With the exception of Osmanthus and Blackcurrant Bud Absolute, the majority of fruity notes used in perfumery are created using synthetic materials.
Although it is possible to find some natural isolates now that can add fruity notes to your fragrance formulations naturally.
Gamma Undecalactone (C14) is used for a peachy/apricot effect with other materials such as Raspberry Ketone, Benzaldehyde (for cherry) and Allyl Amyl Glycolate for a sour pineapple note. The large aroma chemical manufacturers produce ready made compounds to make adding fruity notes to a fragrance composition less of a challenge. Dewfruit a speciality base from Givaudan gives a raspberry and lychee note note used in a variety of commercial fine fragrances.
FRUITY FLORAL FRAGRANCES
The most popular and much maligned mass market fragrance family is the fruity floral which is used in everything from shampoo and body spray to fine fragrance launches.
They tend to be very linear fragrances with traditional floral notes of rose and jasmine in the form of phenyl ethyl alcohol and hedione placed on an inconspicuous woody musky base (iso e super and synthetic musks) along with obvious high impact fruity notes such as peach, apricot, raspberry, and apple.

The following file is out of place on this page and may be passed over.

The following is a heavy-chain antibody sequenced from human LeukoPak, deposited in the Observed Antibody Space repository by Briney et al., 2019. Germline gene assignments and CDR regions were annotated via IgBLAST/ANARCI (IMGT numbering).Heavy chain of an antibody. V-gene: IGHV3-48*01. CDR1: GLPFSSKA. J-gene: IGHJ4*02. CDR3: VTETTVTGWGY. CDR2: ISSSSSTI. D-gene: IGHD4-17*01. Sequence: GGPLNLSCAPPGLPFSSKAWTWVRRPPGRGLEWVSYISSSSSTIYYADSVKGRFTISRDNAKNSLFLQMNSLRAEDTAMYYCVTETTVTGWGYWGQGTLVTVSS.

The forerunner to this category was Escada’s Chiffon Sorbet, and pretty much every disposable celebrity scent since then has fallen back on the fruity floral often pushing the cloying aspect of the fruit note to extremes.
Fruity notes can also be used on their own for toiletries products and cosmetics as well as being added to other fragrance types such as Chypres, Ambers and Gourmandes, which will be covered in future posts. Mitsouko by Guerlain and Femme by Rochas are fruity Chypres.
We have seen a surge of fruity patchouli fragrances in recent years for which one perfumista coined the term “fruitchouli” – Chanel Coco Noir and Guerlain’s Le Petit Robe Noir are examples of this.